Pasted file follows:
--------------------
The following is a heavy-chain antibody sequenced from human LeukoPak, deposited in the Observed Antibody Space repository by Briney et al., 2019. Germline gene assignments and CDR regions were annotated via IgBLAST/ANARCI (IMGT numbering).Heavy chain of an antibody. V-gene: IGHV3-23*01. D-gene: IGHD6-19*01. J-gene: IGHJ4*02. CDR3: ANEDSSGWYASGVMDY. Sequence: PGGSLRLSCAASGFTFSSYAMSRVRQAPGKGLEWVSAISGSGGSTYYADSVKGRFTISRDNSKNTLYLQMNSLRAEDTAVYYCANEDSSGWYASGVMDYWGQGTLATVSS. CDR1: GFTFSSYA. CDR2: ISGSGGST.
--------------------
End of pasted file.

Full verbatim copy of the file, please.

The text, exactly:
The following is a heavy-chain antibody sequenced from human LeukoPak, deposited in the Observed Antibody Space repository by Briney et al., 2019. Germline gene assignments and CDR regions were annotated via IgBLAST/ANARCI (IMGT numbering).Heavy chain of an antibody. V-gene: IGHV3-23*01. D-gene: IGHD6-19*01. J-gene: IGHJ4*02. CDR3: ANEDSSGWYASGVMDY. Sequence: PGGSLRLSCAASGFTFSSYAMSRVRQAPGKGLEWVSAISGSGGSTYYADSVKGRFTISRDNSKNTLYLQMNSLRAEDTAVYYCANEDSSGWYASGVMDYWGQGTLATVSS. CDR1: GFTFSSYA. CDR2: ISGSGGST.